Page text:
Finally, the soil must always be kept moist and should never completely dry out.
Your plant will benefit from the proper amount of fertilizer once it has become established.
For kale to produce sweet and crisp leaves, it requires regular watering and wet soil. The leaves will be hard and bitter if the soil dries up.
Make sure your soil is consistently moist but not too much. Each week, aim for about 1.5 inches of water.
So that you don’t damage the roots, water your kale plants from the base and stop if the water begins to overflow. You shouldn’t see any water in the pot, but the soil should be obviously moist.
You’re probably overwatering your kale if you notice the leaves beginning to yellow.
For sweet-tasting kale, keep them in a cool environment.
While kale can germinate at any temperature between 45°F and 85°F, the ideal temperature for growing kale indoors is 60 and 65°F.
If you live somewhere warm (above 70°F), provide some shade and enough water.
If you grow kale indoors winter time, remember to protect your kale indoors from extreme cold, or you risk damaging it.
Get a good outdoor digital thermometer so that you will always know the exact temperature and can make sure your babies are well and healthy. If you don’t want to worry about batteries running out, a manual outdoor thermometer will do the same job for you.
Plants obtain energy from light via a process known as photosynthesis. They use chlorophyll in their leaves to absorb light energy during this process.
As I’ve mentioned earlier, kale needs about 8 hours of sunlight to grow healthily. It may also grow in partial shade for 4 to 6 hours daily.
When planting kale indoors, another way you can get enough light is to get a grow light.
What are grow lights, you ask? Simply put, they are electric lights that aid in the growth of plants.
Some are designed to emit a light spectrum similar to that of the sun. Others provide a light spectrum tailored to the plants in your greenhouse. These are typically a variable blend of red and blue light that appears pink to purple to the human eye.
You can use grow lights to boost natural light for your plants during the day. Generally speaking, your grow light should be around 6 inches above the top of the plant, but if you notice any searing on the leaves, take it further away.
There are 4 types of common grow lights, which are:
Fluorescent lights are great for plants that don’t need a lot of light. They are easier to use, though, and make a great secondary light option.
High-pressure sodium lamps emit powerful, bright light that contains most of the oranges and reds within the color spectrum.
One disadvantage is that they become extremely heated, so If you use this kind of grow lights, you must keep your greenhouse well-aired and maintain the total temperature within.
LED lights are great because they are mercury-free, which makes them environmentally friendly. To add to that, they emit the same power as fluorescent light while using half the energy and lasting 5 times longer.
Metal halide lights give off a power that is most similar to that of the sun. They work on all types of plants and typically lasts for up to 20,000 hours! Like high-pressure sodium lamps, they get incredibly hot, so you need to be careful moving around near them.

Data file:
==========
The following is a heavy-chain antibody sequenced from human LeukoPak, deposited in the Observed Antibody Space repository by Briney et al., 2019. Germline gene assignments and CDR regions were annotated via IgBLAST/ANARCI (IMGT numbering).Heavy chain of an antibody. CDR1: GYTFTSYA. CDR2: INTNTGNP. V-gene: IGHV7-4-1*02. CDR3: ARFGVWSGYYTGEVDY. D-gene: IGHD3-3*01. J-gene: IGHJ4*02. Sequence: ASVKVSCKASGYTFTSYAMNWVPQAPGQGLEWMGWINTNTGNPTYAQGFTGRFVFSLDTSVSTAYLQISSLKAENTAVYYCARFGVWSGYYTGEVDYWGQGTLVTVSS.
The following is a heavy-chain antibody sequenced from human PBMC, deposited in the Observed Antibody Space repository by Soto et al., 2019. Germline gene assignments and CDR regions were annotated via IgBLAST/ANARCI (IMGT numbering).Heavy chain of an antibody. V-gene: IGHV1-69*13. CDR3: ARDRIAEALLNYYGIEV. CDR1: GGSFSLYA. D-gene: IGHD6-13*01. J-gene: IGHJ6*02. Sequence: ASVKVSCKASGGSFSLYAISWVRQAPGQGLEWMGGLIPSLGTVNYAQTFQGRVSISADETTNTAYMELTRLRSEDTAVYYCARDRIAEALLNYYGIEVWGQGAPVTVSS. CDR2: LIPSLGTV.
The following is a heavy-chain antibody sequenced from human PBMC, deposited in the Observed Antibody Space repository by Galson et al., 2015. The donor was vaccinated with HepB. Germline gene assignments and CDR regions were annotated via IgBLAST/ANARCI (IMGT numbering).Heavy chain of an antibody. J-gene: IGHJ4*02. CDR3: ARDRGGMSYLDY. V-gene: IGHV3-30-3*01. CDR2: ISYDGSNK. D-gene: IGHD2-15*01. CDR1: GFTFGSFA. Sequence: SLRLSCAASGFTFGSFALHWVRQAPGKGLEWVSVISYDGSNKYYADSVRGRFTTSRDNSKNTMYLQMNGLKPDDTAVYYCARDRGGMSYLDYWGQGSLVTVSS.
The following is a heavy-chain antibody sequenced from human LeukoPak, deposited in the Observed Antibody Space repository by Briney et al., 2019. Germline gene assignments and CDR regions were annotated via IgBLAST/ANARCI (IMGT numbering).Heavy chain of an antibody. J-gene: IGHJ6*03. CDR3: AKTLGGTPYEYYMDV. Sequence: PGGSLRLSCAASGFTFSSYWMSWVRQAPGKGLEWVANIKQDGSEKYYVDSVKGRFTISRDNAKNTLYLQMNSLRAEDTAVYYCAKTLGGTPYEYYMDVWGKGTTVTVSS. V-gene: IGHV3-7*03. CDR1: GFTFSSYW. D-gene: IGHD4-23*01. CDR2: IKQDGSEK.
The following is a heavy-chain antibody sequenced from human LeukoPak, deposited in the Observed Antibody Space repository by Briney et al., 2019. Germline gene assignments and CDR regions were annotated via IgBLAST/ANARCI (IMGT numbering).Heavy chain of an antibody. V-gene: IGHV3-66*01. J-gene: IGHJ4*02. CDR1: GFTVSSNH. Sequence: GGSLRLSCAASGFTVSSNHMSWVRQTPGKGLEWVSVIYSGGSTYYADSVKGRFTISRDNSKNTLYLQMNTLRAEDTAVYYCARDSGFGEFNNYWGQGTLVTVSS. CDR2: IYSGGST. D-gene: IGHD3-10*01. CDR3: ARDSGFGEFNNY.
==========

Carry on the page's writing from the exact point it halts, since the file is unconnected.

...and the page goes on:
FAQs on Growing Kale Indoors
Can Kale Be Grown Indoors?
So, can kale be grown indoors? You can still plant kale seeds indoors, even without a grow light. You just need to find a spot with the most sun, perhaps a windowsill or shelf. Trays with a humidity dome will come in handy for germination and consistent moisture. But you also can plant seeds in a regular pot.
When Should I Start Growing Kale Indoors?
When should I start growing kale indoors? You should start growing kale indoors about six weeks before your last expected frost date. Start in a seed-starting mix. Kale seeds germinate fast in warm soil. They should sprout up in 5 to 8 days. Keep the seeds covered with about ½ inch of soil and the growing medium moist.
Can I Grow Curly Kale Indoors?
Yes, you can grow kale indoors. Kale plants grow great in moist soil conditions.
How Often Do You Water Indoor Kale?
How often do you water indoor kale? You should water indoor kale every 2 to 3 days depending on factors like the amount of sunlight your kale receives, the quality of the soil, and the size of the point. A general rule, water your plant when the soil feels dry. In hot, dry weather, you may need to water every day.
Time To Start Growing
Growing kale indoors is a terrific way to get fresh greens year-round. Kale is a hearty plant that can withstand cold temperatures and grow in low-light conditions.
Growing kale indoors is not difficult, as long as you stick to the guide I’ve written. I hope you’ve learned how you can grow your own fresh and healthy kale at home.
Quick recap, when growing kale indoors, you will need to check on your plants regularly as they grow. Whether you are growing kale in containers indoors, or growing kale in pots indoors, or even growing them hydroponically, they need your constant attention.
And kale doesn’t like high humidity and needs a nice, even water supply.
If I can keep my kale alive, so can you – so get started now!